Curing the Common Cold

Oct 31, 2019

By Emma Joy Goldberg

It’s that time of year again! The time of year when, one by one, your friends, teachers, sisters, brothers, moms and dads come down with that dreaded weeklong cold! That’s right, it’s cold season! Traditional symptoms of the common cold that no one seems able to escape include a runny nose, a sore throat, a cough and a general feeling of tiredness. Colds, or non influenza-related upper respiratory infections, are among the world’s most common spreadable bugs and it’s thought that children can get up to 12 colds per year! Knowing these facts, it seems safe to assume that scientists would have a cure for this common weeklong annoyance that plagues us all every winter. Sadly, you’d be mistaken! Luckily for us, scientists at Harvard University, the Imperial College of London and Stanford University have been working hard to try and understand and successfully treat that pesky cold so that we never have to miss another day of school!

Representation of the molecular surface of one type of human rhinovirus

So, what, exactly, makes the common cold so difficult to cure? What is the latest research? And is there any hope?

Before we get down to the latest research on curing the cold front, we need to understand what the “common cold” really is. At least 50% of colds result from rhinovirus infections, but there’s not just one rhinovirus that can make our noses run – there are over 160! This means that the cold that keeps your friend home from school is most likely not the same cold that will keep you home from school! In order to cure the “common cold”, scientists need to create a drug that can successfully target and kill over 160 individual viruses! And the challenge doesn’t stop there: these 160+ rhinoviruses are also great mutators, meaning they develop drug resistance quickly and then easily escape our immune systems and most vaccines.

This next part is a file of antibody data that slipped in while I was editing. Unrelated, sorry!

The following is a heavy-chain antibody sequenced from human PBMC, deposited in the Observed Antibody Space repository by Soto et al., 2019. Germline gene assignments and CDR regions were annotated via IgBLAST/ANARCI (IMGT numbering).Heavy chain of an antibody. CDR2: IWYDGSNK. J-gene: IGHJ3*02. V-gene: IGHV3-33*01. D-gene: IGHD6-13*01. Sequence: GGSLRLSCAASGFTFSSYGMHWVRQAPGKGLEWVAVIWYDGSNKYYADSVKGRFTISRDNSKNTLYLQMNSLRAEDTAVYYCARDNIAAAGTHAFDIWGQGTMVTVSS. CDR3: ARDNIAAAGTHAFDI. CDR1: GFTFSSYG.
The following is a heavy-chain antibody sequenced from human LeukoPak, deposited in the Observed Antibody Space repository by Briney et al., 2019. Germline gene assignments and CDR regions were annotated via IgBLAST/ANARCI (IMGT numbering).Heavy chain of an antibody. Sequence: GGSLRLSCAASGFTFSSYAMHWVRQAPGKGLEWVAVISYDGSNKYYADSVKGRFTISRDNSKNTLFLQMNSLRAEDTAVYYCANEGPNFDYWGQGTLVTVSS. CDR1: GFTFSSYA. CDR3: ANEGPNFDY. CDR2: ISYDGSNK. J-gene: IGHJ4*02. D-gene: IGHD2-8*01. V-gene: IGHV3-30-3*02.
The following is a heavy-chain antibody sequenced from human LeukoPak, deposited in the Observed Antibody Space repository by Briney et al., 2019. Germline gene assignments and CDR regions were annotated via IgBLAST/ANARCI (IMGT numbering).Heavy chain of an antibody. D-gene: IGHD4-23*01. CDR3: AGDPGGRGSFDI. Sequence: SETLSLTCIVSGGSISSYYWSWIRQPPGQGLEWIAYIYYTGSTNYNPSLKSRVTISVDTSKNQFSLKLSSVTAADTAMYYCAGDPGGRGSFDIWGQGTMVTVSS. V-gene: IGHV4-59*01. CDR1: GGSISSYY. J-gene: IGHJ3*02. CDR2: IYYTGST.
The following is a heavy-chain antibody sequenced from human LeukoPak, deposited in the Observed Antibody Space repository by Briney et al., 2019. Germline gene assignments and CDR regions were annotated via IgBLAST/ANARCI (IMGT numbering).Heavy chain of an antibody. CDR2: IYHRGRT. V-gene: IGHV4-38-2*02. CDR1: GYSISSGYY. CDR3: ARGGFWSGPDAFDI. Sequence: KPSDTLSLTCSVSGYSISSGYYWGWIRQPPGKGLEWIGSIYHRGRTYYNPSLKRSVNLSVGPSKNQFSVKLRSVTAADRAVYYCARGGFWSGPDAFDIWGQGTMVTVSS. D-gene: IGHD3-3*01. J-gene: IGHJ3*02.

Recently, however, research scientists at Stanford University identified a way to stop enteroviruses – a family of viruses that includes rhinoviruses, poliovirus and others – from replicating in human cells grown in the lab and in mice!  Like other viruses, enteroviruses use proteins and enzymes from infected host cells to survive and replicate. So, these scientists decided to grow human cell lines that are easily infected by enteroviruses and genetically “knockout”, or delete, one protein at a time to see what would happen! After testing hundreds of target proteins, one protein stood out to the scientists: SETD3.  Although little is known about SETD3, the scientists found that multiple enteroviruses including three different rhinoviruses, were unable to replicate without it! Further, mice that had the SETD3 protein genetically deleted were protected from infections when they were exposed to multiple enteroviruses! 

This finding suggests that temporarily disabling the SETD3 protein could protect us from catching the common cold!  The next step for scientists will be developing a drug that specifically targets and temporarily disables SETD3. If, and hopefully when, successful, this could lead to a simple vaccine that could prevent the pesky common cold! 

Edited by Sarah Brotman and Carolina Herrera